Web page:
Saudi Arabia GDP (Q2) - Capital Economics
Middle East & North Africa Economics

Saudi Arabia GDP (Q2)

Middle East Data Response
Written by Jason Tuvey

Saudi Arabia’s economy contracted by 7.0% y/y in Q2 on the back of the virus containment measures and oil production cuts. And even though containment measures have started to be lifted, the imposition of harsh fiscal austerity in recent months means that the recovery will be weak.

Economy slumps, recovery already stuttering

  • Saudi Arabia’s economy contracted by 7.0% y/y in Q2 on the back of the virus containment measures and oil production cuts. And even though containment measures have started to be lifted, the imposition of harsh fiscal austerity in recent months means that the recovery will be weak.
  • Figures just released showed that, after contracting by 1.0% y/y in the first three months of the year, Saudi GDP declined by 7.0% y/y in Q2. (See Chart 1.) This was the largest year-on-year drop in GDP since the quarterly series began in 2010. That said, on a seasonally-adjusted basis, GDP fell by 4.9% q/q – among the smaller declines in GDP recorded across the world in Q2.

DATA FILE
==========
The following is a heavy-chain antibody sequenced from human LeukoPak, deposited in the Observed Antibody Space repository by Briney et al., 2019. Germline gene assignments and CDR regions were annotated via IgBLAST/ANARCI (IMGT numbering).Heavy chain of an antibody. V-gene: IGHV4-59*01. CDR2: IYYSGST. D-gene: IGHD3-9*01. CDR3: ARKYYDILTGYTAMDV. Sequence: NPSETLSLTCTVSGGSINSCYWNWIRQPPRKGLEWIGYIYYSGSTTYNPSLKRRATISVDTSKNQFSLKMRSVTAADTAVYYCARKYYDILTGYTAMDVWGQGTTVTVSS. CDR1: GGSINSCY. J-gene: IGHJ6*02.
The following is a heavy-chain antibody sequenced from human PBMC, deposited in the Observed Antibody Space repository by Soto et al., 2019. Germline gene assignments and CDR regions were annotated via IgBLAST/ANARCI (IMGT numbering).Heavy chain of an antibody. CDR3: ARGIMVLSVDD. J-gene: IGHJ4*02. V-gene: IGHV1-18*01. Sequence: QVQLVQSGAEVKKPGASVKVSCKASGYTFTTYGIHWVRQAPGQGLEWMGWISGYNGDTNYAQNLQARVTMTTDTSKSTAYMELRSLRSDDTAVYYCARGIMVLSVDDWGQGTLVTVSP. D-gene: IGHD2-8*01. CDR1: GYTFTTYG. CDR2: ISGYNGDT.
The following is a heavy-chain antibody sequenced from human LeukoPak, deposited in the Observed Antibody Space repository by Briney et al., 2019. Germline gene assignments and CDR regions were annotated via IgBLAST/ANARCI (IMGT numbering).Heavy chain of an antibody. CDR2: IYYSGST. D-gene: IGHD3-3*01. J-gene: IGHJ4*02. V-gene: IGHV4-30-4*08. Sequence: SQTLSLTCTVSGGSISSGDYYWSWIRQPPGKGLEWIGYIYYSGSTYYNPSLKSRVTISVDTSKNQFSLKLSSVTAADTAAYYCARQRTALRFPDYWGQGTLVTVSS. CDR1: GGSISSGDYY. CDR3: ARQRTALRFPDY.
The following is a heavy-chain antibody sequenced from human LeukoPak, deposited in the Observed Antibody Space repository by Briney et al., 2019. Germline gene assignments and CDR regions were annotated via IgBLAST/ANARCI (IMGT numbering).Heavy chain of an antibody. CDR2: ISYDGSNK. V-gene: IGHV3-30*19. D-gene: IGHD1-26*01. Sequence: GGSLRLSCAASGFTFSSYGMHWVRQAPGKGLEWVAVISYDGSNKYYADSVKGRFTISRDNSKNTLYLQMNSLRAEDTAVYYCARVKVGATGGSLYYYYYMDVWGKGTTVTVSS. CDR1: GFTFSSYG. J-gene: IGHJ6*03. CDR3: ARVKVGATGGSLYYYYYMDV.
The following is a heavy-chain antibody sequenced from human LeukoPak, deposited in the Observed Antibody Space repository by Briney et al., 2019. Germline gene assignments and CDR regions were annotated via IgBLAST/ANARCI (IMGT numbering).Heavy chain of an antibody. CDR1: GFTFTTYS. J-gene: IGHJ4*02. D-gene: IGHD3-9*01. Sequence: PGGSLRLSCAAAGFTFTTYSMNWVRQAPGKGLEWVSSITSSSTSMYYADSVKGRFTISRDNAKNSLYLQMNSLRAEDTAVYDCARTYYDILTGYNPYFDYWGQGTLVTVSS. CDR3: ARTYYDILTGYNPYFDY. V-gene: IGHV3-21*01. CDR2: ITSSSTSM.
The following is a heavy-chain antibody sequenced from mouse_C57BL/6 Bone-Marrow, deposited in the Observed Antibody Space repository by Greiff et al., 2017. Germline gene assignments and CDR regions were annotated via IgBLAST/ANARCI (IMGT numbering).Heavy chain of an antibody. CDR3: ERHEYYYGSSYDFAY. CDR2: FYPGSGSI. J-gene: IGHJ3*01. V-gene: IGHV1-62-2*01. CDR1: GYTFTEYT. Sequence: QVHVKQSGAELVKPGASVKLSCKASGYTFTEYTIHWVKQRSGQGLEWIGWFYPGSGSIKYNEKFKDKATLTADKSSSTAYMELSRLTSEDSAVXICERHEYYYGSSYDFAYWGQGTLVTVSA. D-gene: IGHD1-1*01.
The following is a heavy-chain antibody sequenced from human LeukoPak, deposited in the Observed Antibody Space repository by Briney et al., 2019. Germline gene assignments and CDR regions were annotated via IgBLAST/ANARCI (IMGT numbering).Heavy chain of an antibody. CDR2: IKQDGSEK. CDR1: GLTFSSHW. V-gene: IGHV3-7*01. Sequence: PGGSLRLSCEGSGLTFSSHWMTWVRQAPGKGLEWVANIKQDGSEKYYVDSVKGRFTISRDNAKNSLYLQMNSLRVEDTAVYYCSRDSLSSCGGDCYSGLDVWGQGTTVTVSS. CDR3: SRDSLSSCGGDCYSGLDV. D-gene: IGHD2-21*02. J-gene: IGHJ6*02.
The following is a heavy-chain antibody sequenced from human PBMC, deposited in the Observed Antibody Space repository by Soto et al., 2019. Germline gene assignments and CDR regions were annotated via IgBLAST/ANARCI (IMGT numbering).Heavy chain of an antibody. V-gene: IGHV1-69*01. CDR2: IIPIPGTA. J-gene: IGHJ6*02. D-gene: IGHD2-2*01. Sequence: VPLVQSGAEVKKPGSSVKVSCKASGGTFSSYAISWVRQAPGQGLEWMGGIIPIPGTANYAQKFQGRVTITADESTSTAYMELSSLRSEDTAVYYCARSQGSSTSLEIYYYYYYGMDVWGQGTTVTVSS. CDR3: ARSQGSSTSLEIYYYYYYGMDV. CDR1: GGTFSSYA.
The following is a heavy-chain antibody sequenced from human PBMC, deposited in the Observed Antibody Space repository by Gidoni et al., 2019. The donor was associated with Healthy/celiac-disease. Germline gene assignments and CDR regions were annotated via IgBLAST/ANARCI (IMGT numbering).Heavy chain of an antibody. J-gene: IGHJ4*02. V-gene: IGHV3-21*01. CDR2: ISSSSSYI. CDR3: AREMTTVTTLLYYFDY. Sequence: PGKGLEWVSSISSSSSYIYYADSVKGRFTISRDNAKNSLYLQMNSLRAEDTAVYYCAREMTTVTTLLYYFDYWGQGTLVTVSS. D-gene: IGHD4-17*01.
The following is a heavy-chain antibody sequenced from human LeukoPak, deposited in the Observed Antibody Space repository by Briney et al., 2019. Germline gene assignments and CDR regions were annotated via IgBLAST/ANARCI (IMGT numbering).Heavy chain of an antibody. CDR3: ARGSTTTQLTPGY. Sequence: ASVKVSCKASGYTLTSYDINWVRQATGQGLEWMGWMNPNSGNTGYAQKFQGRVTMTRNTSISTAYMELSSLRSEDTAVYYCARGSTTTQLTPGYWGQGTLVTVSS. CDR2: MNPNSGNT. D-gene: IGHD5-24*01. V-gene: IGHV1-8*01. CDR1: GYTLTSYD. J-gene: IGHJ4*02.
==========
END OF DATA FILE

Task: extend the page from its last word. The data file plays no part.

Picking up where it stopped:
• The breakdown of the data showed that the weakness was, unsurprisingly, concentrated in the non-oil sector. Output across the non-oil sector as a whole contracted by 8.2% y/y after the authorities imposed a strict lockdown in order to try to contain the virus. Private sector activity dropped by 10.1% y/y, while public sector output fell by a more modest 3.5% y/y. (See Table 1.)
  • The oil sector also continued to struggle. Output fell by 5.3% y/y, a little worse than the 4.6% y/y drop recorded in Q1. Crucially, though, oil production was ramped up in April after OPEC+ talks collapsed which will have cushioned the blow from the output cuts that eventually took effect from May.
  • On the expenditure side, household consumption and investment declined by 17.0% y/y and 24.8% y/y respectively in Q2. Government consumption also fell, albeit by a modest 0.6% y/y. Net trade provided a large boost to GDP as a 27.9% y/y slump in imports more than offset a 6.9% fall in exports.
  • Overall, the Q2 GDP figures were not as bad as we had feared and, while we will firm up our forecasts in our forthcoming Outlook, it looks like the economy will now post a contraction of around 5.0% over 2020 as a whole (previous: -7.3%). That said, the latest data suggest that, after an initial jump in activity as containment measures were eased, the recovery is already stuttering. (See here.) Continued oil output cuts and the imposition of harsh austerity means that the recovery will be slow-going.

Chart 1: Saudi GDP (% y/y)

Sources: CEIC, General Authority for Statistics

Table 1: Saudi GDP by Sector

GDP

Oil

Non-oil

Non-oil Private

Non-oil Gov’t

% y/y

% q/q

% y/y

% y/y

% y/y

% y/y

Q3 2019

-0.5

-0.6

-6.4

4.3

4.2

4.6

Q4 2019

-0.3

0.3

-5.8

3.8

5.2

1.1

Q1 2020

-1.0

-0.9

-4.6

1.6

1.4

1.9

Q2 2020

-7.0

-4.9

-5.3

-8.2

-10.1

-3.5

Sources: CEIC, General Authority for Statistics


Jason Tuvey, Senior Emerging Markets Economist, jason.tuvey@capitaleconomics.com